Relief is in sight for Whatcom County residents after two days of record-breaking heat and “very unhealthy” air caused by smoke from wildfires blowing out of British Columbia.
Thursday’s forecast calls for partly sunny skies with temperatures in the 70s, followed by a slight chance of showers daily from Friday though Monday.
Meteorologists at the National Weather Service in Seattle said winds would bring cooler, cleaner air from across the ocean starting Wednesday evening and begin a gradual clearing through Thursday.
“This should be the worst of the smoke,” meteorologist Courtney Obergfell said Wednesday.
“It’s going to start the onshore push, but as we saw last week, it takes awhile to fully clear out,” Obergfell said.
Patches of blues were visible through the brown sky early Wednesday morning, but air quality remained in the very unhealthy range at Northwest Clean Air Agency measuring stations in Bellingham and Lynden/Custer and unhealthy in the Kendall/Maple Falls areas.
A weather station at Bellingham International Airport was reporting smoke and haze with visibility of 2 miles Wednesday morning.
According to the smartphone app Sh**t! I Smoke, Bellingham-area residents each inhaled the equivalent of about 7.5 cigarettes Tuesday.
Adding to the misery Tuesday was a second straight day of record heat, as the high of 85 tied the mark from 1958.
Officials were warning everyone to limit their physical activity and to stay inside if possible with doors and windows closed.
PeaceHealth officials saw a rise in ER and urgent-care visits for breathing problems Monday, along with calls to heart doctors about the threat to their health, and pharmacies saw patients seeking air masks and prescription refills for inhalers and other respiratory therapies.
By Tuesday, however, ER visits had returned to normal levels as residents began to cope.
State Health tips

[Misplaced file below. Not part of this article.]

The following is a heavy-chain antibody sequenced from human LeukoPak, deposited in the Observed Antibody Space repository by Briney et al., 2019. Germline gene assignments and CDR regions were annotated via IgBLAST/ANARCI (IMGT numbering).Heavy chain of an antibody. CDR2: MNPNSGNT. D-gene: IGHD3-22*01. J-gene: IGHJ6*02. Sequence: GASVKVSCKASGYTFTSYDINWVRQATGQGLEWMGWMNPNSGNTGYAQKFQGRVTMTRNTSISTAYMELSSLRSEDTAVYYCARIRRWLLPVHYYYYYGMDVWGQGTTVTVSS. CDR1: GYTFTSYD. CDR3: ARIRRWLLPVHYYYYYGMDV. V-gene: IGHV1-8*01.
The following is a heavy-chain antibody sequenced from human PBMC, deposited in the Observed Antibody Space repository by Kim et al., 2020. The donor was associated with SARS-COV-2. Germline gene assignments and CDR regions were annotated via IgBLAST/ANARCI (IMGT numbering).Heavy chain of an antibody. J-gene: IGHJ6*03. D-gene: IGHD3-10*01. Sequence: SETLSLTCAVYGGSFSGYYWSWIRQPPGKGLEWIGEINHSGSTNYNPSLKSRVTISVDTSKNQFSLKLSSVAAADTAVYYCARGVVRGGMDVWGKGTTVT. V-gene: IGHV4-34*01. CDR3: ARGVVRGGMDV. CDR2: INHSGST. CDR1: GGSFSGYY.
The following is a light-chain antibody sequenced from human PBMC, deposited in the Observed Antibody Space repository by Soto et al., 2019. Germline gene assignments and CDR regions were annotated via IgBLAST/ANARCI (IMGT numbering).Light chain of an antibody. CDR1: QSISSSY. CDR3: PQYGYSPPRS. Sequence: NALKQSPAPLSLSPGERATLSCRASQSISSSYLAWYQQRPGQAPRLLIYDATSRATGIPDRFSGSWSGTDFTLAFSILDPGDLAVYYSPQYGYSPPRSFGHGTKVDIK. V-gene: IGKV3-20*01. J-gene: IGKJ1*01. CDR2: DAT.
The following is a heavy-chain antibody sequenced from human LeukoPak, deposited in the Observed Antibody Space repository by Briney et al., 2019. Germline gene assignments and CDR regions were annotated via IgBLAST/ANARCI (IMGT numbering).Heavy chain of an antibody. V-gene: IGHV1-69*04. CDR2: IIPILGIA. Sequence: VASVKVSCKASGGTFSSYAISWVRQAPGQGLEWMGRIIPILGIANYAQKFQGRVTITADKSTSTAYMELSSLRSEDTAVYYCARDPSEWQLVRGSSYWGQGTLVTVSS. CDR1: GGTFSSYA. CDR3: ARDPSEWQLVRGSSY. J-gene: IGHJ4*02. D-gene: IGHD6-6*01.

The Washington State Department of Health offers tips to deal with smoky conditions.
How can I tell if smoke is affecting my family?
Smoke can cause coughing, scratchy throat, irritated sinuses, shortness of breath, chest pain, headaches, stinging eyes, and runny nose.
If you have heart or lung disease, smoke might make your symptoms worse.
People who have heart disease might experience chest pain, a rapid or irregular heartbeat, shortness of breath, and fatigue.
If you have a pre-existing respiratory condition such as asthma, COPD (including chronic bronchitis and emphysema), or allergies, smoke may worsen symptoms (inability to breathe normally, cough with or without mucus, chest discomfort, wheezing, and shortness of breath).
When smoke levels are high, even healthy people can have symptoms or health problems.
Contact your health care provider if you have heart or lung problems when around smoke. Dial 911 for emergency assistance if symptoms are serious.
What can I do to protect myself and my family from outdoor smoke?
Avoid physical exertion outdoors if smoke is in the air.
If you have asthma or other lung diseases, make sure you follow your doctor’s directions about taking your medicines and follow your asthma management plan. Call your health care provider if your symptoms worsen.
Stay indoors and keep indoor air as clean as possible. Take the following steps when indoors:
▪ Keep windows and doors closed. Track the air quality and open your windows for fresh air when the air quality improves. Pay attention to the heat indoors and follow guidance in the section below if it’s too hot.
▪ Run an air conditioner, set it to re-circulate and close the fresh-air intake. Make sure to change the filter regularly.
▪ Use an air cleaner with a high-efficiency particulate air (HEPA) filter to reduce indoor air pollution. A HEPA filter will reduce the number of irritating fine particles in indoor air. A HEPA filter with charcoal will help remove some of the gases from the smoke. Do not use an air cleaner that produces ozone.
▪ Don’t add to indoor pollution. Don’t use food boilers, candles, incense, fireplaces, or gas stoves. Don’t vacuum unless your vacuum has a HEPA filter, because vacuuming stirs up particles already inside your home. Don’t smoke, because smoking puts even more pollution into the air.
▪ Consider leaving the area if the air quality is poor and it’s not possible to keep indoor air clean, especially if you or those you are caring for are having health problems or are in a sensitive group. See section above titled, who is especially sensitive to smoke.
Should I exercise when it’s smoky?
Exercise is very important for health. When you exercise your air intake is increased, which means inhaling more pollution when the air quality is bad.
Avoid outdoor exercise when air quality is in the Unhealthy, Very Unhealthy, or Hazardous categories.
When the air quality is in the Very Unhealthy or Hazardous categories, consider the indoor air quality and consider limiting indoor exercise.
If you are sensitive to smoke, you should limit your activities when air quality is in the Unhealthy for Sensitive Groups category. People with asthma and lung and heart conditions may be very sensitive to poor air quality and may start to have symptoms when air quality is in the Moderate category and they should consider reducing indoor and outdoor activities.